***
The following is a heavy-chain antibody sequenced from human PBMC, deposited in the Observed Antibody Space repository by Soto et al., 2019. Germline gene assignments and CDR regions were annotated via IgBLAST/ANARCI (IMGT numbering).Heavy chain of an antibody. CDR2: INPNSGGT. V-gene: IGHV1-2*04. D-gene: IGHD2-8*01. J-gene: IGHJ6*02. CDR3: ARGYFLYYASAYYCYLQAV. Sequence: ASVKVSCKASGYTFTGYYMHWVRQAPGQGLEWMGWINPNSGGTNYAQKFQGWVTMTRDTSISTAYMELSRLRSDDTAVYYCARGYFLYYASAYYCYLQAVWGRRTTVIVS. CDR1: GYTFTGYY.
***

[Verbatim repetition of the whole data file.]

The following is a heavy-chain antibody sequenced from human PBMC, deposited in the Observed Antibody Space repository by Soto et al., 2019. Germline gene assignments and CDR regions were annotated via IgBLAST/ANARCI (IMGT numbering).Heavy chain of an antibody. CDR2: INPNSGGT. V-gene: IGHV1-2*04. D-gene: IGHD2-8*01. J-gene: IGHJ6*02. CDR3: ARGYFLYYASAYYCYLQAV. Sequence: ASVKVSCKASGYTFTGYYMHWVRQAPGQGLEWMGWINPNSGGTNYAQKFQGWVTMTRDTSISTAYMELSRLRSDDTAVYYCARGYFLYYASAYYCYLQAVWGRRTTVIVS. CDR1: GYTFTGYY.